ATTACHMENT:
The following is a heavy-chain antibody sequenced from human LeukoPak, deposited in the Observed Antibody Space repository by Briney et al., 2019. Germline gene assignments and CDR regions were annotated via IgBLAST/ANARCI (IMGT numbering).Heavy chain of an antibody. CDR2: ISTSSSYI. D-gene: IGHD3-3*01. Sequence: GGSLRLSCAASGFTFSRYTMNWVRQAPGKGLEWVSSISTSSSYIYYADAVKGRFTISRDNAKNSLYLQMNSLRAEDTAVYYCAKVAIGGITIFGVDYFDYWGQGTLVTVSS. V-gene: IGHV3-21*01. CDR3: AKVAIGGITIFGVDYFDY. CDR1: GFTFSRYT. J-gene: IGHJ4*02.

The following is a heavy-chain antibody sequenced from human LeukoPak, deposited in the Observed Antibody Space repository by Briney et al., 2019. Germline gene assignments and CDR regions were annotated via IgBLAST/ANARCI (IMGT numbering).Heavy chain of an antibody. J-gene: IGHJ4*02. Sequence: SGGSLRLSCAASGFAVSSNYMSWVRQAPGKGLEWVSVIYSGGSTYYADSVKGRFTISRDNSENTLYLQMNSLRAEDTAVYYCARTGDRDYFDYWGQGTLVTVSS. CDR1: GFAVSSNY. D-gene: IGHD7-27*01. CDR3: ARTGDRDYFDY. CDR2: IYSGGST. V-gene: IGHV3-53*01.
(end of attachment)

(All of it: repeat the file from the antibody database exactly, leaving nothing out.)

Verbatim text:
The following is a heavy-chain antibody sequenced from human LeukoPak, deposited in the Observed Antibody Space repository by Briney et al., 2019. Germline gene assignments and CDR regions were annotated via IgBLAST/ANARCI (IMGT numbering).Heavy chain of an antibody. CDR2: ISTSSSYI. D-gene: IGHD3-3*01. Sequence: GGSLRLSCAASGFTFSRYTMNWVRQAPGKGLEWVSSISTSSSYIYYADAVKGRFTISRDNAKNSLYLQMNSLRAEDTAVYYCAKVAIGGITIFGVDYFDYWGQGTLVTVSS. V-gene: IGHV3-21*01. CDR3: AKVAIGGITIFGVDYFDY. CDR1: GFTFSRYT. J-gene: IGHJ4*02.

The following is a heavy-chain antibody sequenced from human LeukoPak, deposited in the Observed Antibody Space repository by Briney et al., 2019. Germline gene assignments and CDR regions were annotated via IgBLAST/ANARCI (IMGT numbering).Heavy chain of an antibody. J-gene: IGHJ4*02. Sequence: SGGSLRLSCAASGFAVSSNYMSWVRQAPGKGLEWVSVIYSGGSTYYADSVKGRFTISRDNSENTLYLQMNSLRAEDTAVYYCARTGDRDYFDYWGQGTLVTVSS. CDR1: GFAVSSNY. D-gene: IGHD7-27*01. CDR3: ARTGDRDYFDY. CDR2: IYSGGST. V-gene: IGHV3-53*01.